Records & Rebels

You Say You Want a Revolution?

Friday 29th April 2016

You Say You Want a Revolution? Records and Rebels 1966 – 70 is an exhibition taking place at the Victoria & Albert Museum in London, running from 10th September 2016 - 26th February 2017.

The major exhibition is designed into 6 sections, each with highly immersive and atmospheric environments that will incorporate elements from music, fashion, film, design and politics. These are then examined to investigate the many facets of cultural change that happened throughout those revolutionary years in the late 1960s. 

The Beatles Illustrated Lyrics, 'Revolution' 1968 by Alan Aldridge
© Iconic Images, Alan Aldridge

The exhibition begins with a recreation of Carnaby Street, exploring revolution in youth identity in 1966. This was the year Time magazine dubbed London ‘The Swinging City,’ reflecting its sensational rise as a cultural centre for fashion, music, art and photography. Clothing from Mary Quant and Mr Fish will be accompanied with photographs by the likes of David Bailey & Terry O'Neill, alongside images of Michael Caine and Twiggy, all backed with songs by The Kinks, Beach Boys and Martha Reeves & the Vandellas. Films including Blow Up (1966) and Alfie (1966) will be shown.

Blow Up, 1966
© MGM / The Kobal Collection

The second section focuses on clubs and counterculture and will explore forms of experimentation, alternative lifestyles and the idea of revolution in the head through displays relating to drugs, psychedelia, the occult, underground literature and pirate radio. It will centre on an immersive evocation of London’s UFO club, an experimental venue known for combining live music with light shows and avant-garde film, where Pink Floyd were the house band and the UK’s first macrobiotic food was on sale. Audio-visual material including Roger Corman’s film about LSD The Trip (1967) and examples of pioneering liquid light shows will be presented against a backdrop of psychedelic music from Cream, Jefferson Airplane and Pink Floyd.

The unprecedented influence of The Beatles is explored throughout, with an area dedicated to the ground-breaking band’s momentous release of Sgt Pepper’s Lonely Hearts Club Band in June 1967, including handwritten lyrics for Lucy in the Sky with Diamonds, original illustrations by Alan Aldridge and George Harrison’s sitar and 1967 diary.

The Acid Test poster designed by Wes Wilson 1966
printed by contact printing co.

Courtesy of Steward Brand

The third section will explore revolution on the street, showing how youth solidarity crossed causes and continents into politics, leading to physical protest during the late 1960s. It will centre on the 1968 Paris student riots, a volatile period of civil unrest. Atelier Populaire posters pasted on walls during the protests will be shown alongside newsreel footage and music relating to the dramatic demonstrations.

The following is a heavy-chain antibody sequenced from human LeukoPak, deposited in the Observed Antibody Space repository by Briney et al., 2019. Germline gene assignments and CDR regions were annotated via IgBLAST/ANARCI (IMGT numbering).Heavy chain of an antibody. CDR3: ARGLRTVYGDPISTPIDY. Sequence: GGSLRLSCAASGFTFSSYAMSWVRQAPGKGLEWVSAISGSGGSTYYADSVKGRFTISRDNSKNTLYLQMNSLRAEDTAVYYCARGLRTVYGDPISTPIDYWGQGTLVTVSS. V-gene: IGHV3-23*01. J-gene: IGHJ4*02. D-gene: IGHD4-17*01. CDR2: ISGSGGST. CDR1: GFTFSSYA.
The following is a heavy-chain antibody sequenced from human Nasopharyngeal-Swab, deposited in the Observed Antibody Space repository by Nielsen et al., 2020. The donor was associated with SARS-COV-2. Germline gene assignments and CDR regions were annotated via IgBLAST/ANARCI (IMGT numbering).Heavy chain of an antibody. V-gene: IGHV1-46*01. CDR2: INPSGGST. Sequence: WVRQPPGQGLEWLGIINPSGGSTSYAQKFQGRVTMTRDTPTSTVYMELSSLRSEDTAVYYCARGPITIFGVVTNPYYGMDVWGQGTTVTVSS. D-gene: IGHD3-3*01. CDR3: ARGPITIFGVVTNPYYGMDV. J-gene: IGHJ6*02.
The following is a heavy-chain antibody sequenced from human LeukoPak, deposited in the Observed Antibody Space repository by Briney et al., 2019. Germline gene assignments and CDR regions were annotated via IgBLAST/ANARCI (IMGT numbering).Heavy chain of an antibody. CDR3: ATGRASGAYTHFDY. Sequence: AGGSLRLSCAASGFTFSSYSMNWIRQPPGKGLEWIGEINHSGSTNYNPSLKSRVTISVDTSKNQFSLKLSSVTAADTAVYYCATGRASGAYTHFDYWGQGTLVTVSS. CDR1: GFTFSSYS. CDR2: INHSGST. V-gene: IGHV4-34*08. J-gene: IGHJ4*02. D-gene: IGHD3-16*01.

The period was also marked by widespread opposition to the war in Vietnam; propaganda material collected by an American soldier in Vietnam and puppets used in theatrical anti-Vietnam demonstrations in San Francisco will be on display. A wall of protest posters will indicate the range of causes and calls for solidarity, featuring revolutionary figures from Chairman Mao to Che Guevara and Martin Luther King - all icons of the counterculture.

Anti-Vietnam demonstrators at the Pentagon Building 1967
Photo by Bernie Boston The Washington Post via Getty Images

Slogans, adverts and jingles will introduce the fourth exhibition environment which explores revolution in consumerism, fed by a rapid increase in personal wealth and the arrival of the credit card. The 1967 Montreal and 1970 Osaka World Expos offered views of a consumer-led future and welcomed tens of millions of visitors to a vast showcase of mass design and technology products.

This section will also reference the rise in television ownership which brought real-time news coverage of the Vietnam War and moon landings into people’s homes and the space suit worn by William Anders, who took the defining ‘Earthrise’ photograph on the Apollo 8 mission, will be on display alongside a moon rock on loan from NASA.

Postcard from the Montreal World Expo 1967
Photo © Victoria and Albert Museum, London

The fifth exhibition environment will focus on festivals and revolutions in gatherings, showing how record-breaking crowds gathered to listen to music, often driven by a utopian vision of living together. Instruments, costumes and ephemera will be shown against a dramatic backdrop of large screens playing early festival footage from Monterey, Woodstock, Glastonbury, the Isle of Wight and Newport Jazz Festival within a climactic double height gallery space.

The focal point will be Woodstock in 1969, which saw more than 400,000 people converge for four days of peace and music, and live tracks recorded at the event will play throughout. Performers’ costumes on display will include a kaftan worn by American rock diva Grace Slick of Jefferson Airplane, a native American style suit worn by The Who’s lead singer Roger Daltry and a jacket and guitar belonging to Jimi Hendrix.

John Sebastian performing at Woodstock, 1969
© Henry Diltz Corbis

The sixth and final exhibition environment will look at alternative communities living on the USA’s West Coast during the period as the birthplace of a revolution in communications. Communities in California and elsewhere were grounded in psychedelic rock, sexual liberation, rejection of institutions and a ‘back to the land’ philosophy.

A soundtrack evoking the spirit of communal living will include California Dreamin by The Mamas & The Papas and The 5th Dimension’s Aquarius / Let the Sunshine In, combined with footage from films including Easy Rider (1969).

On display will be a replica of the first ever computer mouse designed by Douglas Engelbart and a rare Apple 1 computer.

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